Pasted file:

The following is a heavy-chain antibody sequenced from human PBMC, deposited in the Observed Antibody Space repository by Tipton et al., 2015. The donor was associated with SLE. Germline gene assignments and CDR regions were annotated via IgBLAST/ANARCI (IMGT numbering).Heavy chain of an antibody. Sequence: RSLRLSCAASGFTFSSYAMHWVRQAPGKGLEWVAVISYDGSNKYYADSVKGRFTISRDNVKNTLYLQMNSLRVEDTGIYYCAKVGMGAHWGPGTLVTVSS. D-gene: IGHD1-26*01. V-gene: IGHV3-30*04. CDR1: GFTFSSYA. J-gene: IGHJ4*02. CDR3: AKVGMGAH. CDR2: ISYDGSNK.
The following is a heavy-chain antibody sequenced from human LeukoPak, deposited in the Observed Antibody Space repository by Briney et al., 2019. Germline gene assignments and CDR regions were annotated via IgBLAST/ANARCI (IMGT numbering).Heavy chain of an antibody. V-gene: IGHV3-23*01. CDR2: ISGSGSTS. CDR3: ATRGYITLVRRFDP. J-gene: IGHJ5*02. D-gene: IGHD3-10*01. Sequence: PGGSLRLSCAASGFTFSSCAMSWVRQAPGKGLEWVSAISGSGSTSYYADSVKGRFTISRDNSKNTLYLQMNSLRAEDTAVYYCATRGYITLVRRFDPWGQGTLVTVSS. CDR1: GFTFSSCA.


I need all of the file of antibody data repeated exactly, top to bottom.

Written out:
The following is a heavy-chain antibody sequenced from human PBMC, deposited in the Observed Antibody Space repository by Tipton et al., 2015. The donor was associated with SLE. Germline gene assignments and CDR regions were annotated via IgBLAST/ANARCI (IMGT numbering).Heavy chain of an antibody. Sequence: RSLRLSCAASGFTFSSYAMHWVRQAPGKGLEWVAVISYDGSNKYYADSVKGRFTISRDNVKNTLYLQMNSLRVEDTGIYYCAKVGMGAHWGPGTLVTVSS. D-gene: IGHD1-26*01. V-gene: IGHV3-30*04. CDR1: GFTFSSYA. J-gene: IGHJ4*02. CDR3: AKVGMGAH. CDR2: ISYDGSNK.
The following is a heavy-chain antibody sequenced from human LeukoPak, deposited in the Observed Antibody Space repository by Briney et al., 2019. Germline gene assignments and CDR regions were annotated via IgBLAST/ANARCI (IMGT numbering).Heavy chain of an antibody. V-gene: IGHV3-23*01. CDR2: ISGSGSTS. CDR3: ATRGYITLVRRFDP. J-gene: IGHJ5*02. D-gene: IGHD3-10*01. Sequence: PGGSLRLSCAASGFTFSSCAMSWVRQAPGKGLEWVSAISGSGSTSYYADSVKGRFTISRDNSKNTLYLQMNSLRAEDTAVYYCATRGYITLVRRFDPWGQGTLVTVSS. CDR1: GFTFSSCA.